3. What is the purpose/reason for the brochure, obviously its to increase your sales, attract new customers market a new product/service etc but what are you trying to achieve exactly?
    4. Decide on your target market that your aiming the brochure at. Its probably not appropriate to design a brochure for retirement flats aimed at over 65’s by using a urban graffiti style!
    5. The cover should attract attention (though it does depend of the concept), this can be done in a number of ways and that doesn’t mean a garish shouty graphic, but something fitting with the concept that gives a taste of what’s inside but that makes the reader want to pick it up and find out more.
    6. Copy/Text – very important this should be as short as possible but still communicating everything it needs to. People aren’t sitting down to read a novel but just want the general idea, if they are interested they will then contact for more information.
    7. Size is important! Will the brochure be posted? Will it be picked up in bars/shops? The size of the brochure should be thought about. No use designing an A2 brochure if its going to be handed out in the street as people probably won’t want to carry it around and it will only make it as far as the nearest bin!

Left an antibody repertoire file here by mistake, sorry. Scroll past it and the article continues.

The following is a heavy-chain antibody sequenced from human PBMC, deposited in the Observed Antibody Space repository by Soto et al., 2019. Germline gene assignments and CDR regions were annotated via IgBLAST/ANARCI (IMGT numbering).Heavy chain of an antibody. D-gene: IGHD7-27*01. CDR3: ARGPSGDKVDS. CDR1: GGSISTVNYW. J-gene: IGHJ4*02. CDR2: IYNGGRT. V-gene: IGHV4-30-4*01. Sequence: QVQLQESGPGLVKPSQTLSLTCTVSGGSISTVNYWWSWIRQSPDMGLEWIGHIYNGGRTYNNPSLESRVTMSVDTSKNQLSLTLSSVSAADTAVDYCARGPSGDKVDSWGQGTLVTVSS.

8. Consider the stock/paper the brochure will be printed on, there isn’t much sense in printing an expensive car brochure on stock that resembles toilet paper!
    9. Proof reading, again very important part of the brochure design process. You don’t want to be in the position of having 50,000 brochures re-printed because the companies telephone number was incorrect.
    Get the copy checked and triple checked before printing. it’s also important that its looked over by a few different people as it hard to proof read your own copy.
    So, there are just a few points to help you to produce a successful brochure design, if you have other points which you think might help let me know and I’ll add them to the list above.


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    (6) comments

    Probably the most valuable blog post I’ve read all week. Thanks.

    Reply